Renaming Minnie Howard?

0
147
Facebooktwittermail

By Mark Eaton

The massive structure reaching skyward at the Minnie Howard Campus of Alexandria City High School is convincing evidence of the new school’s substantial (360,000 square feet) size. There will be nothing “mini” about the new building which is scheduled to open in about a year.

Alexandria will still have one high school, but it will also have a new high school building. A common question in the city is, “Well, who was Minnie Howard?”

Here is a brief biographical sketch of Minnie Howard from the city’s website: “Minnie Stansbury Howard wasn’t a teacher but she devoted much of her life to the welfare of children. Minnie Stansbury was born in 1869 and lost her parents before she was 15. She lived with her brother and his family before marrying Thomas Clifton Howard. As she raised seven children to adulthood, Minnie Howard founded a children’s home and served as Alexandria’s first juvenile probation officer. She was founder of the City’s first PTA, president of the Alexandria playground association and helped establish Alexandria’s first public playground at the Washington Street school. She used to sell cherries during George Washington’s birthday to help raise money for playgrounds. Like Cora Kelly, Minnie Howard’s namesake school opened just a few years after her death in 1950.

Howard was an admirable person. The cur- rent building that bears her name has served Alexandria as an elementary school, a school administration building and as ACPS’ ninth grade center. The question, which is not asked to denigrate Howard or her legacy, is whether the new building should continue to be named for someone who passed away more than 70 years ago and with whom many Alexandrians are unfamiliar.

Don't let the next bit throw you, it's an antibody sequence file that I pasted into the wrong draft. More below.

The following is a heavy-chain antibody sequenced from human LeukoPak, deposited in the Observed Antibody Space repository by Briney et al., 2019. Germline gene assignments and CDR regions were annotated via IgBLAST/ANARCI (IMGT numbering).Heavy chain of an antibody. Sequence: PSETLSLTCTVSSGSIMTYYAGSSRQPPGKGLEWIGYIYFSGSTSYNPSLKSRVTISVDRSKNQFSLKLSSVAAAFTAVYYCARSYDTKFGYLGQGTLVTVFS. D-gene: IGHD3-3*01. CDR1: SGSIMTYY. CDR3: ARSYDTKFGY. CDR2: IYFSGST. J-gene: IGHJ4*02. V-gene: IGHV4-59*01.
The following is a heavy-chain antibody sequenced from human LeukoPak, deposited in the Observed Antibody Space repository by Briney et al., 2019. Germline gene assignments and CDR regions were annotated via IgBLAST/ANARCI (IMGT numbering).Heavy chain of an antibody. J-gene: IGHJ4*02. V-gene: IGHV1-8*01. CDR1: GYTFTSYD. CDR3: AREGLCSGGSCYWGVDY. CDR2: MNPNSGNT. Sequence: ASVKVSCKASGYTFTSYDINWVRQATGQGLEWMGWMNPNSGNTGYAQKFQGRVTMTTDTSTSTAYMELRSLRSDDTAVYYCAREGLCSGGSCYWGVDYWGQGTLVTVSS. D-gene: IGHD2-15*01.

The question is about more than simple re- branding. The educational plan for the joint operation of the new building and the King Street Campus involves major changes to how high school education will be delivered in Alexandria. The ACPS website says that the new building will include, “new and expanded CTE [Career and Technical Education], science, and art resources around exciting new dining and extended learning spaces, as well as interdisciplinary ‘neighborhoods’ featuring flexible classrooms, and teacher collaboration areas organized around extended learning spaces.”

These new approaches suggest that a new name may also be appropriate.

The naming and renaming of public buildings, particularly schools, has become a difficult issue. Virginia high schools formerly named for prominent Confederates are now named for values, such as Freedom and Justice high schools, or bear modified names – Arlington’s Washington-Lee High School has become Washington-Liberty High School.

The impetus to change the name of T.C. Williams High School, named in 1965 when it opened, to Alexandria City High School came from students and community members who rejected the shameful legacy of long-time Superintendent Thomas Chambliss Williams. Reporting in the Alexandria Times and elsewhere revealed much that was negative about Williams’ attitude about race. For example, he fired Blois Hundley, an African-American cafeteria worker, for joining a federal civil rights lawsuit.

The decision to change the name of the Minnie Howard Campus is a first step. If the name is to be changed, what should it be changed to? If ACHS has a King Street Campus, should it also have a Braddock Road Campus? This is uncontroversial, like “Alexandria City High School,” but also uninspiring. It should be possible to find a name that reflects ACPS’ high aspirations for the new campus.

There may be no consensus to rename the Minnie Howard Campus. If none exists, then as part of the opening of the new building there should be a community education effort to familiarize Alexandrians, particularly students, with Howard and to rekindle appreciation for her legacy.

It would be a missed opportunity to open Alexandria’s long-awaited and newest high school building without considering whether a name change is appropriate or renewing the community’s understanding of Howard’s contributions.

instagram
Facebooktwittermail